Trends and policy implications
Earlier this month Katie Hunter, Brian Francis and Claire Fitzpatrick, published a briefing based on their research into care experience, ethnicity and youth justice involvement. The research is based on an exciting new government initiative known as Data First which makes available large anonymised datasets from a number of different departments. This project utilised DfE data taken from the National Pupil Database containing demographic information and Children Looked After datasets detailing children’s social care involvement in England. The analysis also utilised MoJ data from the Police National Computer, which includes information about proven offences and sentencing outcomes in England. (In partnership with the Prison Reform Trust & Tim McSweeney, I am about to use other Data First datasets to have a closer look at the mainly hidden world of parole decisions and their outcomes.)
The study adopted a longitudinal approach, which included four cohorts of children born between 1996 and 1999. Snapshot demographic information for children born in each birth year was extracted from the respective 2006 to 2009 educational censuses when they were aged 10 (the Minimum Age of Criminal Responsibility in England and Wales). The resulting dataset contains information for approximately 2.3 million children and includes demographic information (including gender and ethnicity), information about children’s services involvement and/or youth justice involvement.
Of the 2.3 million children in the dataset, 2% had been in care at some point and 5% had received a youth justice caution or conviction between the ages of 10 and 17. In linking these datasets, it was possible to determine the extent of youth justice involvement among care- experienced children (those who were at some point a ‘looked after’ child) versus non-care- experienced children. The resulting findings give a picture of youth justice involvement in England between 2006 and 2017. It is the first time that youth justice involvement among care- experienced children, and how this varies by ethnic group, has been explored on such a large scale.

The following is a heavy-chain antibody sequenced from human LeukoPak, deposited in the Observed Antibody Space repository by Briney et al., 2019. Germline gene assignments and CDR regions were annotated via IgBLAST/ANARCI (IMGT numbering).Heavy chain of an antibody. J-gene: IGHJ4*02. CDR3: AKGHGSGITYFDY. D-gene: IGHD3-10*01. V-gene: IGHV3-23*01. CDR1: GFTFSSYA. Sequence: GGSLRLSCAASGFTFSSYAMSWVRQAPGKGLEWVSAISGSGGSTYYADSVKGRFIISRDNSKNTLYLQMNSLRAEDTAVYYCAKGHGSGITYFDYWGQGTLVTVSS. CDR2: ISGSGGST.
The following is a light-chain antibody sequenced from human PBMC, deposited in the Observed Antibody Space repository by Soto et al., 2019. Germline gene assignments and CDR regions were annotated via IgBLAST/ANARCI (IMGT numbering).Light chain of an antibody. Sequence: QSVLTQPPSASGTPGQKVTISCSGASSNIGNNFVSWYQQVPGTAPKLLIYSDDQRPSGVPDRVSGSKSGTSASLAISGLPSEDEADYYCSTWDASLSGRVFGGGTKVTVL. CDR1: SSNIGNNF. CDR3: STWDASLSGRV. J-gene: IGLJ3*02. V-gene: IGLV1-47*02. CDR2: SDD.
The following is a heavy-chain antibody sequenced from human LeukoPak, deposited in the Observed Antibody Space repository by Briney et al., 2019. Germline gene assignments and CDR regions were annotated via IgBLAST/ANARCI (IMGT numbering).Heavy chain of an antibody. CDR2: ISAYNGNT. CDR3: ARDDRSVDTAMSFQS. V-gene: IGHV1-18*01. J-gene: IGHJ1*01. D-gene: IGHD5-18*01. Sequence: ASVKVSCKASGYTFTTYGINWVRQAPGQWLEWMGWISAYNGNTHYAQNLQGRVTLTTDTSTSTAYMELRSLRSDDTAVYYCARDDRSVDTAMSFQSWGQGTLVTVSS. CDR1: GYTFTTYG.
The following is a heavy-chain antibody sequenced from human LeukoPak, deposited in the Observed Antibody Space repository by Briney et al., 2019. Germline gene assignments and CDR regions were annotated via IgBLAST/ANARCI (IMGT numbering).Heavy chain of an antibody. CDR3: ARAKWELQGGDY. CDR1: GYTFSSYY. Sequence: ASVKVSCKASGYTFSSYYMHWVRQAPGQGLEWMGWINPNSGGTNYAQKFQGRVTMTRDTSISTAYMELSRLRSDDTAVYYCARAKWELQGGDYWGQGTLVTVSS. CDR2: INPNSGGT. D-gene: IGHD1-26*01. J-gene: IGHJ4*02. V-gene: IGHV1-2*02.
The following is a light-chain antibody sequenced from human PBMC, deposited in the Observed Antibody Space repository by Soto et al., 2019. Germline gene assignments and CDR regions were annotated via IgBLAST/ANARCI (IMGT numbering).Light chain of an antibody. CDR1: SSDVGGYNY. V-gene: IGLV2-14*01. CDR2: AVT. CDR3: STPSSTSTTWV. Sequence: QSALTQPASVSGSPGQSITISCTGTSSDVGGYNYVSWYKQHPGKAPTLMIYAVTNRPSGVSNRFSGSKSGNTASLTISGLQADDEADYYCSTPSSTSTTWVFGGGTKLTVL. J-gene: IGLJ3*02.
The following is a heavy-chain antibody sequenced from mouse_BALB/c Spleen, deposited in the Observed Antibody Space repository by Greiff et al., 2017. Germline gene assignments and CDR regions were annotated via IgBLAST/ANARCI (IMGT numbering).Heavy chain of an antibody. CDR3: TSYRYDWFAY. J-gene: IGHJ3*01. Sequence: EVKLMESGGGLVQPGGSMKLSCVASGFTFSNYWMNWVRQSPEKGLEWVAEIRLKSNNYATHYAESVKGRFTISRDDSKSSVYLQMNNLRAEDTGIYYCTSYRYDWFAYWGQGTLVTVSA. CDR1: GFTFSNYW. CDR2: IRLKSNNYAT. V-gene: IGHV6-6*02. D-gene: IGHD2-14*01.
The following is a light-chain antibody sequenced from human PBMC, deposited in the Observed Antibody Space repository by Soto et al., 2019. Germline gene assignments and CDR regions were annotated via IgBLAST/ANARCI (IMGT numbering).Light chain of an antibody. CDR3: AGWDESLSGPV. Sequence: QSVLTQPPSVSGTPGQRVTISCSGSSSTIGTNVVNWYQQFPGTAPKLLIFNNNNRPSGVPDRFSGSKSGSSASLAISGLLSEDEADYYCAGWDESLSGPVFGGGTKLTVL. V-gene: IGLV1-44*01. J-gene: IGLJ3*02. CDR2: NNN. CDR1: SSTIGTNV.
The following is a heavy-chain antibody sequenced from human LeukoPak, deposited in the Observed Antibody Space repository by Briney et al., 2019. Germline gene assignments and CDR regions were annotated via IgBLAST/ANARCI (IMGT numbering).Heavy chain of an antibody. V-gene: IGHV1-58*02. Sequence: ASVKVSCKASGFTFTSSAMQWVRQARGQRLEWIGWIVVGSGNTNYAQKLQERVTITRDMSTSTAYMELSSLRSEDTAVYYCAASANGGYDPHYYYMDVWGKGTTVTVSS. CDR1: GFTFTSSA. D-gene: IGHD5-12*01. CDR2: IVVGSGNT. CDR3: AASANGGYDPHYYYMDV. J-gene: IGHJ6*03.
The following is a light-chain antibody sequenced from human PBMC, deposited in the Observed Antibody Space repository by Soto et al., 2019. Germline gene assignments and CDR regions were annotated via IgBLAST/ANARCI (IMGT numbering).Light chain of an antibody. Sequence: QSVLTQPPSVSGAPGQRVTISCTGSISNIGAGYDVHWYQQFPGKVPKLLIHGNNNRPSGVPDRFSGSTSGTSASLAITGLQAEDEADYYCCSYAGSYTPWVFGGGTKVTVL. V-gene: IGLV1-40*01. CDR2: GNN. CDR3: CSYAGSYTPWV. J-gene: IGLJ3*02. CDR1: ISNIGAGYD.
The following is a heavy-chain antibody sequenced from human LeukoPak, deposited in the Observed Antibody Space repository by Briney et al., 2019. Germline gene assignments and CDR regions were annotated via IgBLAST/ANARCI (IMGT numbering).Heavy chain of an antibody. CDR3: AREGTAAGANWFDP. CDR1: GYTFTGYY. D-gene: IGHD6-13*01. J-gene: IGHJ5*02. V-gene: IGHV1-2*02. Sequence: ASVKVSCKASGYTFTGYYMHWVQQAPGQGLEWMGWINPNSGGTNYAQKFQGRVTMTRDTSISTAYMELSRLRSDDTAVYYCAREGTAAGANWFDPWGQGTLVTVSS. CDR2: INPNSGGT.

This analysis covers children born between 1996 and 1999 who were recorded in the National Pupil Database in England at age 10. Therefore, the data may not be representative of all children in England. There are also limitations that mean the study might be underestimating the number of care-experienced children in the dataset.
Although we are aware of many of the study findings from other research and statistical analysis, we have nothing on a comparable scale which leaves no room for debate and throws down a challenge to government to tackle this, until recently, very much neglected issue. You can see from the table above that half the children from gypsy or Roma backgrounds who had been in care received a caution or convictions. The parallel figures for children from some other ethnic groups are:
- Travellers of Irish heritage 46%
- White and Black Caribbean background 42%
- Black Caribbean 39%
- White British 34%
The research sets out four key findings:
- Care-experienced children were disproportionately likely to have youth justice involvement compared to those without care experience, with some groups of ethnic minority children being even more likely to have youth justice involvement.
- The gap in youth justice involvement between care-experienced children and non-care-experienced children widened over time. This gap widened further still for some groups of ethnic minority children.
- Typically, care-experienced children had much more youth justice involvement than non-care-experienced children. Some groups of ethnic minority care- experienced children had even higher levels of youth justice involvement.
- A significantly higher proportion of care-experienced children received a custodial sentence compared non-care-experienced children. Custodial sentences were twice as common among Black and Mixed ethnicity care-experienced children compared to White care-experienced children.
Policy developments and action
The authors note that the Lammy Review and a a cross-departmental National Protocol on Reducing Unnecessary Criminalisation of Looked-after Children and Care Leavers raised these issues and represented national recognition of the way children in care are unfairly vulnerable to be criminalised (frequently through behaviour which would not be deemed criminal if they were living at home).
However, the briefing notes that, as yet, there has been limited evidence of meaningful change on the ground. In particular, there has been little effective action to address the fact that ethnic minority children in care face a ‘double whammy’ of disadvantage that increases their risk of youth justice involvement.
Thanks to Andy Aitchison for kind permission to use the header image in this post. You can see Andy’s work here